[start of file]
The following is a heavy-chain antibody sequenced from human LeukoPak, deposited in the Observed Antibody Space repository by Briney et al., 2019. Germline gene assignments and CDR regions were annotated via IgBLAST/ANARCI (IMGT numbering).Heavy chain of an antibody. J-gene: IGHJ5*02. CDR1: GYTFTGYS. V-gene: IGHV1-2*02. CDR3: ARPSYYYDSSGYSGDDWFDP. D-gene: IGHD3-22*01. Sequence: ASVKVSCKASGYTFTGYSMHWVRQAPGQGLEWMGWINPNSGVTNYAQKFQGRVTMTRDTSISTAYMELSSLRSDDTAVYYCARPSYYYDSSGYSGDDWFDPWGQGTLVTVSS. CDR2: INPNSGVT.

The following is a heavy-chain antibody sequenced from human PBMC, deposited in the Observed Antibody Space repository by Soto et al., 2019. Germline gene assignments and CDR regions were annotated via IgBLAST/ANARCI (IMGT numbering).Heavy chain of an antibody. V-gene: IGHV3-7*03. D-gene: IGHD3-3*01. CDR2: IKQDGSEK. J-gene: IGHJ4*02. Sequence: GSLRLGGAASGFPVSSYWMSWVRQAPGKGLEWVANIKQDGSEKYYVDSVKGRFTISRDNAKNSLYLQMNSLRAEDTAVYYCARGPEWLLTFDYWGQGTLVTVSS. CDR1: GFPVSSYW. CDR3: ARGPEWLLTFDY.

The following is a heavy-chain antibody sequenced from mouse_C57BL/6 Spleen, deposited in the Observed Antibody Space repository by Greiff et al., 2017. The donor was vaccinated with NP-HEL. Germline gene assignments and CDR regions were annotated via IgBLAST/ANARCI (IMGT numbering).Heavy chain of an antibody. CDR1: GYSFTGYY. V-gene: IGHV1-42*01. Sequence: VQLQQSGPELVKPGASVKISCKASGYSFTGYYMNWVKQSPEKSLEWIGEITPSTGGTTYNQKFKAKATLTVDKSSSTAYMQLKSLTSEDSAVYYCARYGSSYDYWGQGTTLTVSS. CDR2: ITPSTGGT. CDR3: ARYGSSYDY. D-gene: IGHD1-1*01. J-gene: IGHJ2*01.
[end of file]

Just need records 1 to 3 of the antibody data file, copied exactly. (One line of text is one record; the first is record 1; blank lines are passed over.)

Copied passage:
The following is a heavy-chain antibody sequenced from human LeukoPak, deposited in the Observed Antibody Space repository by Briney et al., 2019. Germline gene assignments and CDR regions were annotated via IgBLAST/ANARCI (IMGT numbering).Heavy chain of an antibody. J-gene: IGHJ5*02. CDR1: GYTFTGYS. V-gene: IGHV1-2*02. CDR3: ARPSYYYDSSGYSGDDWFDP. D-gene: IGHD3-22*01. Sequence: ASVKVSCKASGYTFTGYSMHWVRQAPGQGLEWMGWINPNSGVTNYAQKFQGRVTMTRDTSISTAYMELSSLRSDDTAVYYCARPSYYYDSSGYSGDDWFDPWGQGTLVTVSS. CDR2: INPNSGVT.

The following is a heavy-chain antibody sequenced from human PBMC, deposited in the Observed Antibody Space repository by Soto et al., 2019. Germline gene assignments and CDR regions were annotated via IgBLAST/ANARCI (IMGT numbering).Heavy chain of an antibody. V-gene: IGHV3-7*03. D-gene: IGHD3-3*01. CDR2: IKQDGSEK. J-gene: IGHJ4*02. Sequence: GSLRLGGAASGFPVSSYWMSWVRQAPGKGLEWVANIKQDGSEKYYVDSVKGRFTISRDNAKNSLYLQMNSLRAEDTAVYYCARGPEWLLTFDYWGQGTLVTVSS. CDR1: GFPVSSYW. CDR3: ARGPEWLLTFDY.

The following is a heavy-chain antibody sequenced from mouse_C57BL/6 Spleen, deposited in the Observed Antibody Space repository by Greiff et al., 2017. The donor was vaccinated with NP-HEL. Germline gene assignments and CDR regions were annotated via IgBLAST/ANARCI (IMGT numbering).Heavy chain of an antibody. CDR1: GYSFTGYY. V-gene: IGHV1-42*01. Sequence: VQLQQSGPELVKPGASVKISCKASGYSFTGYYMNWVKQSPEKSLEWIGEITPSTGGTTYNQKFKAKATLTVDKSSSTAYMQLKSLTSEDSAVYYCARYGSSYDYWGQGTTLTVSS. CDR2: ITPSTGGT. CDR3: ARYGSSYDY. D-gene: IGHD1-1*01. J-gene: IGHJ2*01.